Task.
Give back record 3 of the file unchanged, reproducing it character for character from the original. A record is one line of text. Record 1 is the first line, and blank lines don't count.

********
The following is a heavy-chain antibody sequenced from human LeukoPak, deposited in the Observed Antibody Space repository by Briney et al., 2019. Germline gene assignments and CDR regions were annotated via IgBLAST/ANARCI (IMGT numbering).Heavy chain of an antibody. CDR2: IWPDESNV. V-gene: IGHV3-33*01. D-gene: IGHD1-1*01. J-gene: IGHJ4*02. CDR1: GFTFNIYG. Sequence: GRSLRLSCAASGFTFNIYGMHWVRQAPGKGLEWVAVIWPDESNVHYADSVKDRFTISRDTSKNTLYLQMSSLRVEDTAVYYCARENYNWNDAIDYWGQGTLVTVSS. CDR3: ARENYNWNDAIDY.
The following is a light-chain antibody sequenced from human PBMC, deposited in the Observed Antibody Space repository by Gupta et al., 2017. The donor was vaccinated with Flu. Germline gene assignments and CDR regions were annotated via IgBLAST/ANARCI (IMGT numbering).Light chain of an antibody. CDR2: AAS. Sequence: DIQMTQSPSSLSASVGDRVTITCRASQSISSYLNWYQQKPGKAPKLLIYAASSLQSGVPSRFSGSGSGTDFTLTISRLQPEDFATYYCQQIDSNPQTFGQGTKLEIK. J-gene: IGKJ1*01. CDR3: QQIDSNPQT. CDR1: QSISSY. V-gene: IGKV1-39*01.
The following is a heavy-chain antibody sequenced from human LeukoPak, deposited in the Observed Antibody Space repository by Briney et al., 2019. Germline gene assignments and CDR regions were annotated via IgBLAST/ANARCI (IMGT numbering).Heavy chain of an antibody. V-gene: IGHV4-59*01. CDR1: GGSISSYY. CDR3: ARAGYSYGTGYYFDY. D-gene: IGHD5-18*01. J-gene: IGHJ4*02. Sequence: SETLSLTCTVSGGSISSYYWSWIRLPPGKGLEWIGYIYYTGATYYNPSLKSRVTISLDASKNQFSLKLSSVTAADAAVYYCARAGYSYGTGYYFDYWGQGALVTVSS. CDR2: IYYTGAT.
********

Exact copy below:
The following is a heavy-chain antibody sequenced from human LeukoPak, deposited in the Observed Antibody Space repository by Briney et al., 2019. Germline gene assignments and CDR regions were annotated via IgBLAST/ANARCI (IMGT numbering).Heavy chain of an antibody. V-gene: IGHV4-59*01. CDR1: GGSISSYY. CDR3: ARAGYSYGTGYYFDY. D-gene: IGHD5-18*01. J-gene: IGHJ4*02. Sequence: SETLSLTCTVSGGSISSYYWSWIRLPPGKGLEWIGYIYYTGATYYNPSLKSRVTISLDASKNQFSLKLSSVTAADAAVYYCARAGYSYGTGYYFDYWGQGALVTVSS. CDR2: IYYTGAT.